Album | Snows of Yesteryear – Snows of Yesteryear

Memories are funny things, and while Snows of Yesteryear clearly understand the past, they also have a grasp on the present, creating an album that blends decades, dancing on and finding drama in surprising places. This is a most audacious release, both soft and understated, while filled with drama and heartbreak. It is a most self-assured beginning, an introduction unlike any other you are likely to hear this year.

Merging styles and colors, Kat Orr, David Mitchell and Yuuka Yamada-Garner refuse to be pigeon-holed into any particular framework. Most definitely working in the folk tradition they cover so much territory these Scots create the kind of music that exists outside of the time and tides. While album opener ‘Wait By The Shore’ opens with guitar and Orr’s voice, this tale of a young man lost to a fishing disaster, builds and Orr’s voice takes on stronger and richer qualities. Using traditional instruments, the band only hints at what lies ahead. 

Conveying anger in the face of loss, ‘Counting Stars’ weaves a blend of hurt that grows as the drums of producer Matt Foulds, double down creating an aural fury that drives home the song. A who’s who of Scottish musicians only add to the feeling this is no ordinary band. Su-a Lee adds her cello to ‘Danny’s Waltz’, while the jazz-influenced ‘Love Is Like A Snare’ features the clarinet of Samuel De Silva of Groovelvets, and trumpet from Bence Táborszky from the Budapest Jazz Orchestra.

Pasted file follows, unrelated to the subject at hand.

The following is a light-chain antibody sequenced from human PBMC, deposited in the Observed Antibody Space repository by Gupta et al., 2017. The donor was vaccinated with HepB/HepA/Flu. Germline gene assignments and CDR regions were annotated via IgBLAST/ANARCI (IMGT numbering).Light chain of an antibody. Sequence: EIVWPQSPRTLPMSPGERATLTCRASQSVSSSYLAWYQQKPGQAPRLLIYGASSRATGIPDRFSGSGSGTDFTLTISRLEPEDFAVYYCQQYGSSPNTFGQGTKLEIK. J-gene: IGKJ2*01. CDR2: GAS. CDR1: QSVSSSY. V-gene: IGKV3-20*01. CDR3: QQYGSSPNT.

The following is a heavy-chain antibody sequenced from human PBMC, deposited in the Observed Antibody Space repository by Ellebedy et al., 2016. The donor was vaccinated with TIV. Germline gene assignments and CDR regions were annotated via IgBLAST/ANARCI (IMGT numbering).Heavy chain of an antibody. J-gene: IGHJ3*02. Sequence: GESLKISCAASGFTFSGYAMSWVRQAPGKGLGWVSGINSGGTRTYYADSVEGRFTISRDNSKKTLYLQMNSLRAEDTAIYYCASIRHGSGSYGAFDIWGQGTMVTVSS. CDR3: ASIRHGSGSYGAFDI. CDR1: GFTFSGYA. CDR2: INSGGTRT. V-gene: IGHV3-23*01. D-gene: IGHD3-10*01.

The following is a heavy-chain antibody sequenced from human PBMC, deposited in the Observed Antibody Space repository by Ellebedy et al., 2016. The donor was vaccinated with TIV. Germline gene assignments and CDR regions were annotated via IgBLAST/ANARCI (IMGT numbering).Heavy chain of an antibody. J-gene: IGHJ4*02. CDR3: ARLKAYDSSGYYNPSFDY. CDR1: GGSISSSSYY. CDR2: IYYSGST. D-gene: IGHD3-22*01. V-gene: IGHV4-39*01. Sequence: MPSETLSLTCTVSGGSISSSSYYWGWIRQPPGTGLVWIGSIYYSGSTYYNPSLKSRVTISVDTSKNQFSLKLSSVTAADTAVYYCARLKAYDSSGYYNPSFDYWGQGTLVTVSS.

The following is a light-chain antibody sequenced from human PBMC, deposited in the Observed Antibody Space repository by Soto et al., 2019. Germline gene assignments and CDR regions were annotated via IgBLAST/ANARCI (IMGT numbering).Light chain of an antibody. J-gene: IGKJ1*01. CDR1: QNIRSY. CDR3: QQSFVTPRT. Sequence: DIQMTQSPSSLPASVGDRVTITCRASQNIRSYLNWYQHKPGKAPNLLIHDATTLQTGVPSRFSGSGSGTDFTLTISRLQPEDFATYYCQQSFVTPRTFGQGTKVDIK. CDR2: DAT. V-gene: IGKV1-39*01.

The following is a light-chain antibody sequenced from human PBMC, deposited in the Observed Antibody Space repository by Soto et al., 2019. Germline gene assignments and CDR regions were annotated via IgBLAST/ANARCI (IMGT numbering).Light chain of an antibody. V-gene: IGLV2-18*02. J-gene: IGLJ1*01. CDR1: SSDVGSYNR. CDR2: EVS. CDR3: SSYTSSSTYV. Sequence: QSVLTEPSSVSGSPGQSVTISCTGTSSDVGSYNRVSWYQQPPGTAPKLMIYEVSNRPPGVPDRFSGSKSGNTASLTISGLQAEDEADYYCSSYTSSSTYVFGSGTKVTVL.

The electric guitars that open ‘Deer Across My Path’ rage before settling into a sound not that far from Teenage Fanclub. The song, inspired by a deer that jumped across the road as Mitchell was on his way to a solitary retreat in outside Hawick in the Scottish Borders, became a song about returning to nature. Even more impressive is ‘Last Thing You Remember’, where the string arrangement offers suggestions of what lies ahead if one doesn’t follow the path less taken and remains firmly inside their comfort zone rather than authentically living your life. 

Closing the collection, ‘Rest And Be Thankful’, the only song featuring just the three band members, tells of a place on the A83 where 18th century Scottish soldiers inscribed words on a stone encouraging travellers to stop and enjoy the view. Similarly, the song offers a point to sit back and think about what you have heard. Snows of Yesteryear is a band that exists both inside and outside the tradition. What they have created announces a band that will be heard from again, a band that not only needs to be acknowledged but revered.